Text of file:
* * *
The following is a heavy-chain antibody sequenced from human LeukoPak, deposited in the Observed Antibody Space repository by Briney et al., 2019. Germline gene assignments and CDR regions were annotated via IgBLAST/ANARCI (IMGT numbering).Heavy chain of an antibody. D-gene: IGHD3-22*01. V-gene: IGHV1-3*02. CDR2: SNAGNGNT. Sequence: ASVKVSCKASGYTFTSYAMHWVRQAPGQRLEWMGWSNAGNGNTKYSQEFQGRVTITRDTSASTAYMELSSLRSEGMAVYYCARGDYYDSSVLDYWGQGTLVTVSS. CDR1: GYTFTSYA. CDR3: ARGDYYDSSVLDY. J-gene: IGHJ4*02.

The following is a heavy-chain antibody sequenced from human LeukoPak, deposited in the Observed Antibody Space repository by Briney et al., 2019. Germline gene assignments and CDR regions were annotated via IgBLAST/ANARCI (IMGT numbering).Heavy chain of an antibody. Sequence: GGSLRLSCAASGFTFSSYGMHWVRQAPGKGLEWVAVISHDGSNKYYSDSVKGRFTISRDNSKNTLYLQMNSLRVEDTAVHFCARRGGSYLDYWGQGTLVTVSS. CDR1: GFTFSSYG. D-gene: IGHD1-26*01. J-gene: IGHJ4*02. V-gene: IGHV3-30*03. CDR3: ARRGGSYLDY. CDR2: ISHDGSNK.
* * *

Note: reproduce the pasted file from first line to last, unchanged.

The following is a heavy-chain antibody sequenced from human LeukoPak, deposited in the Observed Antibody Space repository by Briney et al., 2019. Germline gene assignments and CDR regions were annotated via IgBLAST/ANARCI (IMGT numbering).Heavy chain of an antibody. D-gene: IGHD3-22*01. V-gene: IGHV1-3*02. CDR2: SNAGNGNT. Sequence: ASVKVSCKASGYTFTSYAMHWVRQAPGQRLEWMGWSNAGNGNTKYSQEFQGRVTITRDTSASTAYMELSSLRSEGMAVYYCARGDYYDSSVLDYWGQGTLVTVSS. CDR1: GYTFTSYA. CDR3: ARGDYYDSSVLDY. J-gene: IGHJ4*02.

The following is a heavy-chain antibody sequenced from human LeukoPak, deposited in the Observed Antibody Space repository by Briney et al., 2019. Germline gene assignments and CDR regions were annotated via IgBLAST/ANARCI (IMGT numbering).Heavy chain of an antibody. Sequence: GGSLRLSCAASGFTFSSYGMHWVRQAPGKGLEWVAVISHDGSNKYYSDSVKGRFTISRDNSKNTLYLQMNSLRVEDTAVHFCARRGGSYLDYWGQGTLVTVSS. CDR1: GFTFSSYG. D-gene: IGHD1-26*01. J-gene: IGHJ4*02. V-gene: IGHV3-30*03. CDR3: ARRGGSYLDY. CDR2: ISHDGSNK.